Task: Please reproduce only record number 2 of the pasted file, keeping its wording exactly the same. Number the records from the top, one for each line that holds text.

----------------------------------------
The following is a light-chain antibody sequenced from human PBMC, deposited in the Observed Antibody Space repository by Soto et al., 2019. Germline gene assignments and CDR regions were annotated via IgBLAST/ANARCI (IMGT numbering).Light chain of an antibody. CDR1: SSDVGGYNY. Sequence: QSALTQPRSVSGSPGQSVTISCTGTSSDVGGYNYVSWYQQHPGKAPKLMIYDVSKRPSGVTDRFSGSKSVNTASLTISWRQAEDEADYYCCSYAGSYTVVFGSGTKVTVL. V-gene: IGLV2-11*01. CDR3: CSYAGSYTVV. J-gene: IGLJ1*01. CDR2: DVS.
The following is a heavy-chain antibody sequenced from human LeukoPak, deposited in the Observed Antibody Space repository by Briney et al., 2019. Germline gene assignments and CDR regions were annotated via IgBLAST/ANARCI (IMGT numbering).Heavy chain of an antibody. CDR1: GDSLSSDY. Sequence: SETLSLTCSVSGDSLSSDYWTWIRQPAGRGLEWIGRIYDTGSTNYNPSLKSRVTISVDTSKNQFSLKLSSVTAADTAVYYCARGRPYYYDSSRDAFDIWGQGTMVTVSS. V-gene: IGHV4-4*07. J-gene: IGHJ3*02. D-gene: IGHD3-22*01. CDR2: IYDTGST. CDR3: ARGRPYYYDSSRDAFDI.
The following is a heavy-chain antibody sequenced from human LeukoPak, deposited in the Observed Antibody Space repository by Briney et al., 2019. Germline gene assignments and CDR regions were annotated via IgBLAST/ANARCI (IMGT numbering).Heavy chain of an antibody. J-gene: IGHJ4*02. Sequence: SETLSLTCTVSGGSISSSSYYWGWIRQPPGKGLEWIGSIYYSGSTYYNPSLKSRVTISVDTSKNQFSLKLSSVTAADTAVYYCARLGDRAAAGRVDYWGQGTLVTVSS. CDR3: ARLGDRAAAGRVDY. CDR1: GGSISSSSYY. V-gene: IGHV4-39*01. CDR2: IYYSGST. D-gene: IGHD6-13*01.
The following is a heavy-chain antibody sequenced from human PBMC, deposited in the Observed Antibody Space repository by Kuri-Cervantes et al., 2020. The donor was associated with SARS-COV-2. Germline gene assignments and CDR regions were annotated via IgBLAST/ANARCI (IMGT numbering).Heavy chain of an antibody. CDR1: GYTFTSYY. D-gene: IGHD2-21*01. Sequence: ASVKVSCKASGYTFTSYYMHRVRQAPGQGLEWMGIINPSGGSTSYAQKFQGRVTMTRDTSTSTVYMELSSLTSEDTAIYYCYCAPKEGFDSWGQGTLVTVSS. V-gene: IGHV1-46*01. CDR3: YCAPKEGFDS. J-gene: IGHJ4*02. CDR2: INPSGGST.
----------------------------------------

The following is a heavy-chain antibody sequenced from human LeukoPak, deposited in the Observed Antibody Space repository by Briney et al., 2019. Germline gene assignments and CDR regions were annotated via IgBLAST/ANARCI (IMGT numbering).Heavy chain of an antibody. CDR1: GDSLSSDY. Sequence: SETLSLTCSVSGDSLSSDYWTWIRQPAGRGLEWIGRIYDTGSTNYNPSLKSRVTISVDTSKNQFSLKLSSVTAADTAVYYCARGRPYYYDSSRDAFDIWGQGTMVTVSS. V-gene: IGHV4-4*07. J-gene: IGHJ3*02. D-gene: IGHD3-22*01. CDR2: IYDTGST. CDR3: ARGRPYYYDSSRDAFDI.